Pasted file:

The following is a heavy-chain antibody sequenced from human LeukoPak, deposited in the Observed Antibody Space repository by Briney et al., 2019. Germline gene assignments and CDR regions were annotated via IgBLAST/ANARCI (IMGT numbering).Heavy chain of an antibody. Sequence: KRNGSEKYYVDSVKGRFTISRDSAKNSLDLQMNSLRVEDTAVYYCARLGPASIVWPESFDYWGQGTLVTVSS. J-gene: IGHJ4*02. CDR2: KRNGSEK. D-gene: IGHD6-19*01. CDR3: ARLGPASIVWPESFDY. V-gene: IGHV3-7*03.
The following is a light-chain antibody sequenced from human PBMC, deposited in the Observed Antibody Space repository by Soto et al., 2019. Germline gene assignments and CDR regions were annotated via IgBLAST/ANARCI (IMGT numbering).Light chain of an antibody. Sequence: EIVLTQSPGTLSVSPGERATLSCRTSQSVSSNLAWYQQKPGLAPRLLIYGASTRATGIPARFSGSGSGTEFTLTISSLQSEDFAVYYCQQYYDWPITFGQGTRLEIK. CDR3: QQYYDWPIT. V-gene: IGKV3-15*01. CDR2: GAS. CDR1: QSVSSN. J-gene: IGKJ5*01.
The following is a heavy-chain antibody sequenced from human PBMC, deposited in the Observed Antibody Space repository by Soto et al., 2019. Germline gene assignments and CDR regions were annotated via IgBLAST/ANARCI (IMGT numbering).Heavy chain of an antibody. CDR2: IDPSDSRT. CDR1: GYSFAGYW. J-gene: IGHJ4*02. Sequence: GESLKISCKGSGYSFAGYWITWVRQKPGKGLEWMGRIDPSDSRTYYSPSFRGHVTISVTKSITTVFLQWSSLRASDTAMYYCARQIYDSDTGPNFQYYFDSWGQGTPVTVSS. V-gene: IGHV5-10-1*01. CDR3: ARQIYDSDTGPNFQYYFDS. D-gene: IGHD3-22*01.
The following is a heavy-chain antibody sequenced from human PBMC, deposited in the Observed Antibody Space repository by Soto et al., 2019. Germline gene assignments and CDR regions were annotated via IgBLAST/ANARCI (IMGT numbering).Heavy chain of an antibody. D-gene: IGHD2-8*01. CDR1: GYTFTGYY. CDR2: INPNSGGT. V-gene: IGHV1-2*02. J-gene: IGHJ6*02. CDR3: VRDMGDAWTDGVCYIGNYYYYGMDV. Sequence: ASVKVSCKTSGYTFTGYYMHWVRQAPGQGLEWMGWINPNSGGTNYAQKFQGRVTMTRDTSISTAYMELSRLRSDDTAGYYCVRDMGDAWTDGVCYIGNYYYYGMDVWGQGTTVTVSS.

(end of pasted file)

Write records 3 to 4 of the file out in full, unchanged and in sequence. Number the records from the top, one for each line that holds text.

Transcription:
The following is a heavy-chain antibody sequenced from human PBMC, deposited in the Observed Antibody Space repository by Soto et al., 2019. Germline gene assignments and CDR regions were annotated via IgBLAST/ANARCI (IMGT numbering).Heavy chain of an antibody. CDR2: IDPSDSRT. CDR1: GYSFAGYW. J-gene: IGHJ4*02. Sequence: GESLKISCKGSGYSFAGYWITWVRQKPGKGLEWMGRIDPSDSRTYYSPSFRGHVTISVTKSITTVFLQWSSLRASDTAMYYCARQIYDSDTGPNFQYYFDSWGQGTPVTVSS. V-gene: IGHV5-10-1*01. CDR3: ARQIYDSDTGPNFQYYFDS. D-gene: IGHD3-22*01.
The following is a heavy-chain antibody sequenced from human PBMC, deposited in the Observed Antibody Space repository by Soto et al., 2019. Germline gene assignments and CDR regions were annotated via IgBLAST/ANARCI (IMGT numbering).Heavy chain of an antibody. D-gene: IGHD2-8*01. CDR1: GYTFTGYY. CDR2: INPNSGGT. V-gene: IGHV1-2*02. J-gene: IGHJ6*02. CDR3: VRDMGDAWTDGVCYIGNYYYYGMDV. Sequence: ASVKVSCKTSGYTFTGYYMHWVRQAPGQGLEWMGWINPNSGGTNYAQKFQGRVTMTRDTSISTAYMELSRLRSDDTAGYYCVRDMGDAWTDGVCYIGNYYYYGMDVWGQGTTVTVSS.